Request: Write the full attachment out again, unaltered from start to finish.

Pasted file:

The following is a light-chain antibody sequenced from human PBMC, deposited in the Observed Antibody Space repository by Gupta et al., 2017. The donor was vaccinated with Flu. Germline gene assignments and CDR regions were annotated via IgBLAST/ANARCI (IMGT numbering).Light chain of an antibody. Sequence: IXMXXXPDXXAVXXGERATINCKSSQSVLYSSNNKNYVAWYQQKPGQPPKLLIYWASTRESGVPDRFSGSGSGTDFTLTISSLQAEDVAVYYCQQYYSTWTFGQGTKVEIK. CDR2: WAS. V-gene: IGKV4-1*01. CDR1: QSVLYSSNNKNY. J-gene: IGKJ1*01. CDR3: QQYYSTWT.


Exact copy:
The following is a light-chain antibody sequenced from human PBMC, deposited in the Observed Antibody Space repository by Gupta et al., 2017. The donor was vaccinated with Flu. Germline gene assignments and CDR regions were annotated via IgBLAST/ANARCI (IMGT numbering).Light chain of an antibody. Sequence: IXMXXXPDXXAVXXGERATINCKSSQSVLYSSNNKNYVAWYQQKPGQPPKLLIYWASTRESGVPDRFSGSGSGTDFTLTISSLQAEDVAVYYCQQYYSTWTFGQGTKVEIK. CDR2: WAS. V-gene: IGKV4-1*01. CDR1: QSVLYSSNNKNY. J-gene: IGKJ1*01. CDR3: QQYYSTWT.